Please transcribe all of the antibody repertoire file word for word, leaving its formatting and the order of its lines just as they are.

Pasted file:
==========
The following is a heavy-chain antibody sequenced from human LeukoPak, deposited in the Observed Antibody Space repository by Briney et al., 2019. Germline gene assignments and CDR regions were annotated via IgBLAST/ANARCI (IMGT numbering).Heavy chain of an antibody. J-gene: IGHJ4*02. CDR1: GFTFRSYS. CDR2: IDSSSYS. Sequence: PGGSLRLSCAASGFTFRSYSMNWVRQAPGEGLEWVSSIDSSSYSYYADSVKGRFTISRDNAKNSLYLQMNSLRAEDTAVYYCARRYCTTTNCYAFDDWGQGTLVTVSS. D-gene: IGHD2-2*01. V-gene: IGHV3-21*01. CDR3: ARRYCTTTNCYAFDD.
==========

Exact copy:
The following is a heavy-chain antibody sequenced from human LeukoPak, deposited in the Observed Antibody Space repository by Briney et al., 2019. Germline gene assignments and CDR regions were annotated via IgBLAST/ANARCI (IMGT numbering).Heavy chain of an antibody. J-gene: IGHJ4*02. CDR1: GFTFRSYS. CDR2: IDSSSYS. Sequence: PGGSLRLSCAASGFTFRSYSMNWVRQAPGEGLEWVSSIDSSSYSYYADSVKGRFTISRDNAKNSLYLQMNSLRAEDTAVYYCARRYCTTTNCYAFDDWGQGTLVTVSS. D-gene: IGHD2-2*01. V-gene: IGHV3-21*01. CDR3: ARRYCTTTNCYAFDD.